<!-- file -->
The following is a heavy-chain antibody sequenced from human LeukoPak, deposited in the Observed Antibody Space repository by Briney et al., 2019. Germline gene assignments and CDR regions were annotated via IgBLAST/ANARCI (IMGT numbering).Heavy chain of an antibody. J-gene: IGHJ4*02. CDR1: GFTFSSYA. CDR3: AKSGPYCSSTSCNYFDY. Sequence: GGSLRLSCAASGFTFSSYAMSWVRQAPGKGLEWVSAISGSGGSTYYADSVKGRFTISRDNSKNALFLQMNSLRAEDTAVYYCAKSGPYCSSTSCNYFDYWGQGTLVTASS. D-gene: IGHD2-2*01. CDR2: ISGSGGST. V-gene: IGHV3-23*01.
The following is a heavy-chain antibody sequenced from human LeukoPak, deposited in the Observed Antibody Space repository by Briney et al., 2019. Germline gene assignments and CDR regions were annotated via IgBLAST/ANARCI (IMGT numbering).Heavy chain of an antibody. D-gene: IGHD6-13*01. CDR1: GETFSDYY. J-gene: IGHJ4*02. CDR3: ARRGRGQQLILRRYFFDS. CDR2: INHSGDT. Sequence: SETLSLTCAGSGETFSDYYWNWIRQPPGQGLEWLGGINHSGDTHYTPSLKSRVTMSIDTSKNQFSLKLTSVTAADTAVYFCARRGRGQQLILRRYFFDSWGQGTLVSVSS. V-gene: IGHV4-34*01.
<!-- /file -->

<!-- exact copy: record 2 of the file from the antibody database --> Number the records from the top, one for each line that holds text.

The following is a heavy-chain antibody sequenced from human LeukoPak, deposited in the Observed Antibody Space repository by Briney et al., 2019. Germline gene assignments and CDR regions were annotated via IgBLAST/ANARCI (IMGT numbering).Heavy chain of an antibody. D-gene: IGHD6-13*01. CDR1: GETFSDYY. J-gene: IGHJ4*02. CDR3: ARRGRGQQLILRRYFFDS. CDR2: INHSGDT. Sequence: SETLSLTCAGSGETFSDYYWNWIRQPPGQGLEWLGGINHSGDTHYTPSLKSRVTMSIDTSKNQFSLKLTSVTAADTAVYFCARRGRGQQLILRRYFFDSWGQGTLVSVSS. V-gene: IGHV4-34*01.